We could see where people were coming into our site (which pages they landed on first), what channel brought them there, which features they were engaging with, how long they spent on each page, and where they abandoned the site.
For the qualitative research, we focused primarily on interviews.
We asked customers what they thought about certain CTAs (whether they worked or not, and why).
We made messaging changes and asked customers and suppliers whether they made sense.
We invited a psychologist into the office and asked them what they thought about our design.
We found out our design was good, but our CTAs weren’t quite hitting the mark. For example, one CTA only gave the reader the option to call. But, as one of our interviewees pointed out, not everyone likes using the phone — so we added an email address.
We were intentional but ad hoc about our asking process. This worked for us — but you might want to be a bit more formal about your approach (Moz has a great practical guide to conducting qualitative usability testing if you’re after a more in-depth look).
Combined, these minor tweaks had a mighty impact. There’s a big difference in how our site looks and how we rank. The bottom line: after the rebuild, we got more work, and the business did much better. Here are some of the gains we’ve seen over the past two years.
Our dwell time increased by 73%, going from 1.5 to 2.5 minutes.
We received four-times more inquiries by email and phone.
Our organic traffic increased despite us not channeling more funds into PPC ads.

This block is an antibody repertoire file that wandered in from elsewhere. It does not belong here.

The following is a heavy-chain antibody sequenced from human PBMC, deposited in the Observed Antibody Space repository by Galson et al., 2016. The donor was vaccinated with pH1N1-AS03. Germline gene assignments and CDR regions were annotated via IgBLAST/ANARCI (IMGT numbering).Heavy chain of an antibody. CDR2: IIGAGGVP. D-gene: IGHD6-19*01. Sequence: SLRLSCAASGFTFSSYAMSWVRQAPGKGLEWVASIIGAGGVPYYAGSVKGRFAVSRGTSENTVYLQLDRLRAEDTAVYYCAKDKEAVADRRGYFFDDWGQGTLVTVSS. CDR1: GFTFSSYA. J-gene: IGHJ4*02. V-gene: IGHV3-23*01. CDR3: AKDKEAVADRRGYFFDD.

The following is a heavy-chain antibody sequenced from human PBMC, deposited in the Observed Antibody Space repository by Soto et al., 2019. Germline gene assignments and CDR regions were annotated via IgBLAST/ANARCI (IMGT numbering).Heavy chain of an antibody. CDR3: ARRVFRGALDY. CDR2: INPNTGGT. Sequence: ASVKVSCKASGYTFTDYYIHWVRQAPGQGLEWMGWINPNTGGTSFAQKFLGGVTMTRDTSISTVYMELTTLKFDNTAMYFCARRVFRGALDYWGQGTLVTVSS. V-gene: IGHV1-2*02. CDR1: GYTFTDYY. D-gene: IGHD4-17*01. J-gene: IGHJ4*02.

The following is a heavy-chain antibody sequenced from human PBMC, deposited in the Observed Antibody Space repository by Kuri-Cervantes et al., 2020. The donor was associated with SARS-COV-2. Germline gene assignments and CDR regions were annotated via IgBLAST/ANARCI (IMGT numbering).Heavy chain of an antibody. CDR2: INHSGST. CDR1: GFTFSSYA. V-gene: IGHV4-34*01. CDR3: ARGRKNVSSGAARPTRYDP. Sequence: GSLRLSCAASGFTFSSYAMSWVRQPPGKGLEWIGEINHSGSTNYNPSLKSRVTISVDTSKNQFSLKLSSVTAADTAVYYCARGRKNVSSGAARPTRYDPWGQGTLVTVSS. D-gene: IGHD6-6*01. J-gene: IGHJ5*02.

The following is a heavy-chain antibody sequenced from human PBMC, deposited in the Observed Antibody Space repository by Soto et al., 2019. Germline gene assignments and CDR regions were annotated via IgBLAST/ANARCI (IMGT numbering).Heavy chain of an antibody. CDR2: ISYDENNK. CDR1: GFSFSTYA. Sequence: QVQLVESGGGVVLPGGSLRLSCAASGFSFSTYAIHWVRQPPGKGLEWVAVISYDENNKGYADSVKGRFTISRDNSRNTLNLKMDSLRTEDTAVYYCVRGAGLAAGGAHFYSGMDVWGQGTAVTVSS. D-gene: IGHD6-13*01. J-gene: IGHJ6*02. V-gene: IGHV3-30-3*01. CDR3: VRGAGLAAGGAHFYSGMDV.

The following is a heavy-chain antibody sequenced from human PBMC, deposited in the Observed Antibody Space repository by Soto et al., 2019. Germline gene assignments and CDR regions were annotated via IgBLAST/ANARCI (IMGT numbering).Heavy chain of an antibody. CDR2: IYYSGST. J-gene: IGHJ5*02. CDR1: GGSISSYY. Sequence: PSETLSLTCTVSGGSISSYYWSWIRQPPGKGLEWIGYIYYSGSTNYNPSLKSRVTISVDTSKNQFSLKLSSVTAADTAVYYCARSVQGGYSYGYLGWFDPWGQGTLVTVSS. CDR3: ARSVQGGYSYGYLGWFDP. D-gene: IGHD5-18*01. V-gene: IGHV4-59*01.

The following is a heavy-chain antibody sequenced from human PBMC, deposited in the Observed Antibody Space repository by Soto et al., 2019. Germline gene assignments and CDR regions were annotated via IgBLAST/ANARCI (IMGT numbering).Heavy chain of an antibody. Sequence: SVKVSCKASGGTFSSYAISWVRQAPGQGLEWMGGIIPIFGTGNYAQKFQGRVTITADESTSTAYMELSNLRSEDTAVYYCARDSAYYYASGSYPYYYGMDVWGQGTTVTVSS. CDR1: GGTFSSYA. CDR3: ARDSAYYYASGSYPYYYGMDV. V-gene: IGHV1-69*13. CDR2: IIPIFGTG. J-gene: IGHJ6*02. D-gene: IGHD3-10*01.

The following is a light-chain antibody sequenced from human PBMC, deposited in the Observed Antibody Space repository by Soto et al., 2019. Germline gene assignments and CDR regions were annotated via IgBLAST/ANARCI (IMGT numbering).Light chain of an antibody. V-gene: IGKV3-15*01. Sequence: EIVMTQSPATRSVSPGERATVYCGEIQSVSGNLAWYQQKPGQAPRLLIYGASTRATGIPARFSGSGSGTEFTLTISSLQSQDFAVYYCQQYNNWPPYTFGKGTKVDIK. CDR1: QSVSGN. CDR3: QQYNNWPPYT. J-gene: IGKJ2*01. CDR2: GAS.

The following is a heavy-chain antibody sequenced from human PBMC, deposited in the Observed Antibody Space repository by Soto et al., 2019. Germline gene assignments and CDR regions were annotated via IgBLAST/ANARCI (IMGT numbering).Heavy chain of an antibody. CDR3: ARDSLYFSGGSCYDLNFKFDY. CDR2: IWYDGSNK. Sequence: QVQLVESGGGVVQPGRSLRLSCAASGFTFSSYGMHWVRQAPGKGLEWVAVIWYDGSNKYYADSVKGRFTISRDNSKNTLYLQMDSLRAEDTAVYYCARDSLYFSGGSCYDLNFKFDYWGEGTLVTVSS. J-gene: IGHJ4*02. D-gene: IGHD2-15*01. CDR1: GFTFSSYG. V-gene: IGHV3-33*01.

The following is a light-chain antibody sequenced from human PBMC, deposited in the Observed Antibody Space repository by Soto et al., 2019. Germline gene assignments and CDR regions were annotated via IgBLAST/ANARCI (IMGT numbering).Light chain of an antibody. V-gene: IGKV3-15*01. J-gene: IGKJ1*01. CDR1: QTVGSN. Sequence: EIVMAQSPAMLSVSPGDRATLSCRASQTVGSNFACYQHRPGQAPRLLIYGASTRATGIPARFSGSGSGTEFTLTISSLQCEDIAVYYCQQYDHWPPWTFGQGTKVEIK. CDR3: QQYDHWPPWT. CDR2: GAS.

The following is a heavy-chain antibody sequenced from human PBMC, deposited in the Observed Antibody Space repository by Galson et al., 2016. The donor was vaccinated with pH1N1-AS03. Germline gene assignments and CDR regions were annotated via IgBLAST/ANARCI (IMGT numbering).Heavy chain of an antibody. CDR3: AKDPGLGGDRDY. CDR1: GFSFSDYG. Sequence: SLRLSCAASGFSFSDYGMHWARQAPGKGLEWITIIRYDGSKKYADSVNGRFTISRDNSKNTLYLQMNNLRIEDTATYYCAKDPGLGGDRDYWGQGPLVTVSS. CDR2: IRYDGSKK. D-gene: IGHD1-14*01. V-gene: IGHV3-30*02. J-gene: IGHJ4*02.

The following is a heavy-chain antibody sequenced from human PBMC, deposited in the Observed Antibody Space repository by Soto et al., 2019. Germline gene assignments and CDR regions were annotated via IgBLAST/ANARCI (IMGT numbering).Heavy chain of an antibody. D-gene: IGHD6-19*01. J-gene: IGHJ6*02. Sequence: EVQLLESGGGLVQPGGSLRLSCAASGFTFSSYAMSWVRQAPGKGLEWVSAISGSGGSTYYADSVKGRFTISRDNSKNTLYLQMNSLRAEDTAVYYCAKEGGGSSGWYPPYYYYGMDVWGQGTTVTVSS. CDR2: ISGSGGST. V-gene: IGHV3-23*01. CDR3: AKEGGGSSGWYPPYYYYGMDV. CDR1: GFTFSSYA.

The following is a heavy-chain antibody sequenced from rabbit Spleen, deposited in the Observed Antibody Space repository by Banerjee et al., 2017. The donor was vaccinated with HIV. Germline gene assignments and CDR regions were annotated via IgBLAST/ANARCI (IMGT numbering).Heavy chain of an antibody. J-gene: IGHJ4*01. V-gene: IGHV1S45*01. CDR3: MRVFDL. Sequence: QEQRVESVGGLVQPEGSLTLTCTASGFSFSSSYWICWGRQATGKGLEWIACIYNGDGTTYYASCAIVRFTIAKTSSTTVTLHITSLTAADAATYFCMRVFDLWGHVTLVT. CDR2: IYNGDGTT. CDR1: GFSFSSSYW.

We also realized our clients were bigger, paying on average 2.5 times more for jobs: in mid-2018, our average cost-per-job was $8,000. Now, it’s $17,000.
Our client brand names became more recognizable, household names — including two of Australia’s top universities, and a well-known manufacturing/production brand.
Within the first 26 weeks, we got over $770,000 worth of sales opportunities (if we’d accepted every job that came our way).
Our prospects began asking to work with us, rather than us having to persuade them to give us the business.
We started getting higher quality inquiries — warmer leads who had more intent to buy.
When it comes to website changes, it’s important to remember that what works for one person might not work for you.
We’ve used site speed boosters for our clients before and gotten really great results. At other times, we’ve tried it and it just broke the website. This is why it’s so important to measure as you go, use what works for your individual needs, and remember that “failures” are just as helpful as wins.
Below are some tips — some of which we did on our own site, others are things we’ve done for others.
Tip number 1: Get stronger hosting that allows you to consider things like CDNs. Hiring a developer should always be your top choice, but it’s not always possible to have that luxury. In this instance, we recommend considering CDNs, and depending on the build of your site, paying for tools like NitroPack which can help with caching and compression for faster site speeds.
Tip number 2: Focus your time. Identify top landing pages with Moz Pro and channel your efforts in these places as a priority. Use the 80/20 principle and put your attention on the 20% that gets you 80% of your success.